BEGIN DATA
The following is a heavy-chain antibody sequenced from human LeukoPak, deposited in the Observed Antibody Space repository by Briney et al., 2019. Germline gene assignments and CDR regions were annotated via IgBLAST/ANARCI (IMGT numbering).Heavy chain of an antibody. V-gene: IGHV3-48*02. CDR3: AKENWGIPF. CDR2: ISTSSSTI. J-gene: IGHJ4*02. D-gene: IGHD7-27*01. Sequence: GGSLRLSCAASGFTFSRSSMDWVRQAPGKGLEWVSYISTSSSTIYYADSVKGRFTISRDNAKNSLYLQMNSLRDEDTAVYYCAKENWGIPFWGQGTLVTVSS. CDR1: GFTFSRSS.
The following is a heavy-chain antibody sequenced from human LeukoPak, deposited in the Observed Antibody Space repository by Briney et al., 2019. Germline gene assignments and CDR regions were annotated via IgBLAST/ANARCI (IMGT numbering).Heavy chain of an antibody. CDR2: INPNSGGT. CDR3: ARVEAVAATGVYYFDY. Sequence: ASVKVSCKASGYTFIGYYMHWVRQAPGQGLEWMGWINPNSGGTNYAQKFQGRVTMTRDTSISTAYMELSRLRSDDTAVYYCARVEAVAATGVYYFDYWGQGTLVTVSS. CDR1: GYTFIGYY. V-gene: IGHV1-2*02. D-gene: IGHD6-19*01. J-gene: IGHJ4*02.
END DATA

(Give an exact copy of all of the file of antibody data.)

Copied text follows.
The following is a heavy-chain antibody sequenced from human LeukoPak, deposited in the Observed Antibody Space repository by Briney et al., 2019. Germline gene assignments and CDR regions were annotated via IgBLAST/ANARCI (IMGT numbering).Heavy chain of an antibody. V-gene: IGHV3-48*02. CDR3: AKENWGIPF. CDR2: ISTSSSTI. J-gene: IGHJ4*02. D-gene: IGHD7-27*01. Sequence: GGSLRLSCAASGFTFSRSSMDWVRQAPGKGLEWVSYISTSSSTIYYADSVKGRFTISRDNAKNSLYLQMNSLRDEDTAVYYCAKENWGIPFWGQGTLVTVSS. CDR1: GFTFSRSS.
The following is a heavy-chain antibody sequenced from human LeukoPak, deposited in the Observed Antibody Space repository by Briney et al., 2019. Germline gene assignments and CDR regions were annotated via IgBLAST/ANARCI (IMGT numbering).Heavy chain of an antibody. CDR2: INPNSGGT. CDR3: ARVEAVAATGVYYFDY. Sequence: ASVKVSCKASGYTFIGYYMHWVRQAPGQGLEWMGWINPNSGGTNYAQKFQGRVTMTRDTSISTAYMELSRLRSDDTAVYYCARVEAVAATGVYYFDYWGQGTLVTVSS. CDR1: GYTFIGYY. V-gene: IGHV1-2*02. D-gene: IGHD6-19*01. J-gene: IGHJ4*02.